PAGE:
Film Not in the English Language
The Skin I Live In
George Harrison: Living In The Material World
The Adventures Of Tintin: The Secret Of The Unicorn
Michel Hazanavicius - The Artist
Nicolas Winding Refn - Drive
Martin Scorsese - Hugo
Tomas Alfredson - Tinker Tailor Soldier Spy
Lynne Ramsay - We Need To Talk About Kevin
Michel Hazanavicius - The Artist
Annie Mumolo, Kristen Wiig - Bridesmaids
John Michael McDonagh - The Guard
Abi Morgan - The Iron Lady
Woody Allen - Midnight In Paris
Alexander Payne, Nat Faxon, Jim Rash - The Descendants
Tate Taylor - The Help
George Clooney, Grant Heslov, Beau Willimon - The Ides Of March
Steven Zaillian, Aaron Sorkin - Moneyball
Bridget O'Connor, Peter Straughan - Tinker Tailor Soldier Spy
Brad Pitt - Moneyball
Gary Oldman - Tinker Tailor Soldier Spy
George Clooney - The Descendants
Jean Dujardin - The Artist
Michael Fassbender - Shame
Berenice Bejo - The Artist
Meryl Streep - The Iron Lady
Michelle Williams - My Week with Marilyn
Tilda Swinton - We Need to Talk About Kevin
Viola Davis - The Help
Christopher Plummer - Beginners
Jim Broadbent - The Iron Lady
Jonah Hill - Moneyball
Kenneth Branagh - My Week with Marilyn
Philip Seymour Hoffman - The Ides of March
Carey Mulligan - Drive
Jessica Chastain - The Help
Judi Dench - My Week with Marilyn
Melissa McCarthy - Bridesmaids
Octavia Spencer - The Help
The Artist - Ludovic Bource
The Girl With The Dragon Tattoo - Trent Reznor, Atticus Ross
Hugo - Howard Shore
Tinker Tailor Soldier Spy - Alberto Iglesias
War Horse - John Williams
The Artist - Guillaume Schiffman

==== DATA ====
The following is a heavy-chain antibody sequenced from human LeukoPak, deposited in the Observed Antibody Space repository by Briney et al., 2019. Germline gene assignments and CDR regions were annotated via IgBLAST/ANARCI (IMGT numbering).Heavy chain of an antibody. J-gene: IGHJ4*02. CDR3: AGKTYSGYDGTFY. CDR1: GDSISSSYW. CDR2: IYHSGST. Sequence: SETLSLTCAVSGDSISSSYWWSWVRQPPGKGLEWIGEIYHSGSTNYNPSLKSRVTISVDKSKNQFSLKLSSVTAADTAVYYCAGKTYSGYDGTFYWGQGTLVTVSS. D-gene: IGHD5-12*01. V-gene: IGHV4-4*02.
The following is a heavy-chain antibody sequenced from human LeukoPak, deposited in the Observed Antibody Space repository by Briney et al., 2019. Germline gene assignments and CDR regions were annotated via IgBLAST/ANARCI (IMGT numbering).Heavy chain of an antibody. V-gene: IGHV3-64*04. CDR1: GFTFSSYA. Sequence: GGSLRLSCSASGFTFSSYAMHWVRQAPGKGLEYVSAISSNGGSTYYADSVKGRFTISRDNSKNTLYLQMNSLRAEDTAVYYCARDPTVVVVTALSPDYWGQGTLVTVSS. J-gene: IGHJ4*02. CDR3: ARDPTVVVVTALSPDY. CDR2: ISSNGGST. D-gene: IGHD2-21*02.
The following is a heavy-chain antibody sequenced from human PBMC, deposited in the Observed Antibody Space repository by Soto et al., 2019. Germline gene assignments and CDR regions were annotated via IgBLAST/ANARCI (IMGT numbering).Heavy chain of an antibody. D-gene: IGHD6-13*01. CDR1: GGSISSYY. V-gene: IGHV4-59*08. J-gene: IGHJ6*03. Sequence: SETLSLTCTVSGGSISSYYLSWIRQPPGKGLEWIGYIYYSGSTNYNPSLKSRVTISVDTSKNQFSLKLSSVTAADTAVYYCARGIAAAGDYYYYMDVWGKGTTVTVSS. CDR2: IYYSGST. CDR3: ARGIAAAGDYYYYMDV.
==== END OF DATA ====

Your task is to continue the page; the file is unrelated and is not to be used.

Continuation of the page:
The Girl With The Dragon Tattoo - Jeff Cronenweth
Hugo - Robert Richardson
Tinker Tailor Soldier Spy - Hoyte van Hoytema
War Horse - Janusz Kaminski
The Artist - Anne-Sophie Bion, Michel Hazanavicius
Drive - Mat Newman
Hugo - Thelma Schoonmaker
Senna - Gregers Sall, Chris King
Tinker Tailor Soldier Spy - Dino Jonsater
The Artist - Laurence Bennett, Robert Gould
Harry Potter And The Deathly Hallows Part 2 - Stuart Craig, Stephenie McMillan
Hugo - Dante Ferretti, Francesca Lo Schiavo
Tinker Tailor Soldier Spy - Maria Djurkovic, Tatiana MacDonald
War Horse - Rick Carter, Lee Sandales
The Artist - Mark Bridges
Hugo - Sandy Powell
Jane Eyre - Michael O'Connor
My Week With Marilyn - Jill Taylor
Tinker Tailor Soldier Spy - Jacqueline Durran
Make Up & Hair
The Artist - Julie Hewett, Cydney Cornell
Harry Potter And The Deathly Hallows Part 2 - Amanda Knight, Lisa Tomblin
Hugo - Morag Ross, Jan Archibald
The Iron Lady - Marese Langan
My Week With Marilyn - Jenny Shircore
The Artist - Nadine Muse, Gérard Lamps, Michael Krikorian
Harry Potter And The Deathly Hallows - Part 2 - James Mather, Stuart Wilson, Stuart Hilliker, Mike Dowson, Adam Scrivener
Hugo - Philip Stockton, Eugene Gearty, Tom Fleischman, John Midgley
Tinker Tailor Soldier Spy - John Casali, Howard Bargroff, Doug Cooper, Stephen Griffiths, Andy Shelley
War Horse - Stuart Wilson, Gary Rydstrom, Andy Nelson, Tom Johnson, Richard Hymns
Special Visual Effects
The Adventures Of Tintin: The Secret Of The Unicorn - Joe Letteri
Harry Potter And The Deathly Hallows Part 2 - Tim Burke, John Richardson, Greg Butler, David Vickery
Hugo - Rob Legato, Ben Grossman, Joss Williams
Rise Of The Planet Of The Apes - Joe Letteri, Dan Lemmon, R. Christopher White
War Horse - Ben Morris, Neil Corbould
The Orange Wednesdays Rising Star Award
Director Alexander Payne's (Election Sideways) new film opens over sprawling landscape shots of Hawaii's scenic suburbia accompanied by George Clooney's character Matt King summing up his current predicament: "Paradise can go fuck itself." The reaction unfortunately is reasonable.